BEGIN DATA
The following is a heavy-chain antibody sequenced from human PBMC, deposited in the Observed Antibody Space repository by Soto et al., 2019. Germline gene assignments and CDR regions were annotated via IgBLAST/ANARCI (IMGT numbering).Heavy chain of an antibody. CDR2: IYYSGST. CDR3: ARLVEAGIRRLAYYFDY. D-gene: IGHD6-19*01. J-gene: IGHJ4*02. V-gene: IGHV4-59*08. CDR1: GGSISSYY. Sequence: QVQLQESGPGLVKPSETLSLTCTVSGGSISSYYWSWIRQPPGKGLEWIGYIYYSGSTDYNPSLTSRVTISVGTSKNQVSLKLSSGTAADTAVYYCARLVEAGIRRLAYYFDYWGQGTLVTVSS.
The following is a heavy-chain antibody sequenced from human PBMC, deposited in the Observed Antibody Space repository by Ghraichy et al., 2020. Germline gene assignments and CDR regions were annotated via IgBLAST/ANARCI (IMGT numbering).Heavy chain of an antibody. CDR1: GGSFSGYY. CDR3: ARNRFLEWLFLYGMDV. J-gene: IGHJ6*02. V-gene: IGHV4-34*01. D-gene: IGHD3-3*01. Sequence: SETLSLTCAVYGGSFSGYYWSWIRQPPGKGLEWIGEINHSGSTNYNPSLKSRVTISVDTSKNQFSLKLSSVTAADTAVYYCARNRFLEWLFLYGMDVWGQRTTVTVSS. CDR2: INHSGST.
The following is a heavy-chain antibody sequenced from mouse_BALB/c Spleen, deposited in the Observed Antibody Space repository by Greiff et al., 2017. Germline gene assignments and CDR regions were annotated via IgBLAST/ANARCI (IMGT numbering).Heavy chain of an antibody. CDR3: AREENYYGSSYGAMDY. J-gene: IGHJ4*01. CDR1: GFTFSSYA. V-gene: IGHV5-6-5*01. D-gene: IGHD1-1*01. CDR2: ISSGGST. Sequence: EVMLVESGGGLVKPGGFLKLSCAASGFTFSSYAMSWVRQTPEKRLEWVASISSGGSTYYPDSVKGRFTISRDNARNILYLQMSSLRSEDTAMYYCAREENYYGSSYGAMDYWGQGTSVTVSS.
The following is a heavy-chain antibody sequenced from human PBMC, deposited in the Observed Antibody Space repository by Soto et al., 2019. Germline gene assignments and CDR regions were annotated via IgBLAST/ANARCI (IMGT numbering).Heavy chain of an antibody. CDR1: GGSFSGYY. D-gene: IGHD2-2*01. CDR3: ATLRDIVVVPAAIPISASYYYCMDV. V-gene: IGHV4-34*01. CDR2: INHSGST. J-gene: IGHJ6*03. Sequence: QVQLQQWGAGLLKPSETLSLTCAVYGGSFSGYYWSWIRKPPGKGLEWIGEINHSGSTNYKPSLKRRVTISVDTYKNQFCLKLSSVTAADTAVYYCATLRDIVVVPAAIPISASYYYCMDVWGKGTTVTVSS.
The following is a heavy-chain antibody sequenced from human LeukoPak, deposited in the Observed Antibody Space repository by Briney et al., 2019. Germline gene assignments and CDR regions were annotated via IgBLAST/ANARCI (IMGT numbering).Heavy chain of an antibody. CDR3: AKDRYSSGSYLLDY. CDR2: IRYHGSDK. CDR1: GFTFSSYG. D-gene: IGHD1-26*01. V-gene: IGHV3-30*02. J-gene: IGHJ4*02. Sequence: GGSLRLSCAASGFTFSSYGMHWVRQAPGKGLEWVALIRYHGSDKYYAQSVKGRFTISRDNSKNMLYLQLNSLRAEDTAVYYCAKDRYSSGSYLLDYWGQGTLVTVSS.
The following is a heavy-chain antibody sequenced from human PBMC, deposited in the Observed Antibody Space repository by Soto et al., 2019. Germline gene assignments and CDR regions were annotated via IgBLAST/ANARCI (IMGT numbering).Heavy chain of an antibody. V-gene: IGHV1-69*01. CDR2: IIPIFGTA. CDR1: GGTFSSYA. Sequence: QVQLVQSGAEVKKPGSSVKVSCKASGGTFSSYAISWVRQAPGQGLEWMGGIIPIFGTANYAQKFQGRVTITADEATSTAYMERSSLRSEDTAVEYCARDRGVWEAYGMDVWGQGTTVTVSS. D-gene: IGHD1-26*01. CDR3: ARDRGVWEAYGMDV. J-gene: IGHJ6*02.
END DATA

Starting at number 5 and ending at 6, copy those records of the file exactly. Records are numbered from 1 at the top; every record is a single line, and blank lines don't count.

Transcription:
The following is a heavy-chain antibody sequenced from human LeukoPak, deposited in the Observed Antibody Space repository by Briney et al., 2019. Germline gene assignments and CDR regions were annotated via IgBLAST/ANARCI (IMGT numbering).Heavy chain of an antibody. CDR3: AKDRYSSGSYLLDY. CDR2: IRYHGSDK. CDR1: GFTFSSYG. D-gene: IGHD1-26*01. V-gene: IGHV3-30*02. J-gene: IGHJ4*02. Sequence: GGSLRLSCAASGFTFSSYGMHWVRQAPGKGLEWVALIRYHGSDKYYAQSVKGRFTISRDNSKNMLYLQLNSLRAEDTAVYYCAKDRYSSGSYLLDYWGQGTLVTVSS.
The following is a heavy-chain antibody sequenced from human PBMC, deposited in the Observed Antibody Space repository by Soto et al., 2019. Germline gene assignments and CDR regions were annotated via IgBLAST/ANARCI (IMGT numbering).Heavy chain of an antibody. V-gene: IGHV1-69*01. CDR2: IIPIFGTA. CDR1: GGTFSSYA. Sequence: QVQLVQSGAEVKKPGSSVKVSCKASGGTFSSYAISWVRQAPGQGLEWMGGIIPIFGTANYAQKFQGRVTITADEATSTAYMERSSLRSEDTAVEYCARDRGVWEAYGMDVWGQGTTVTVSS. D-gene: IGHD1-26*01. CDR3: ARDRGVWEAYGMDV. J-gene: IGHJ6*02.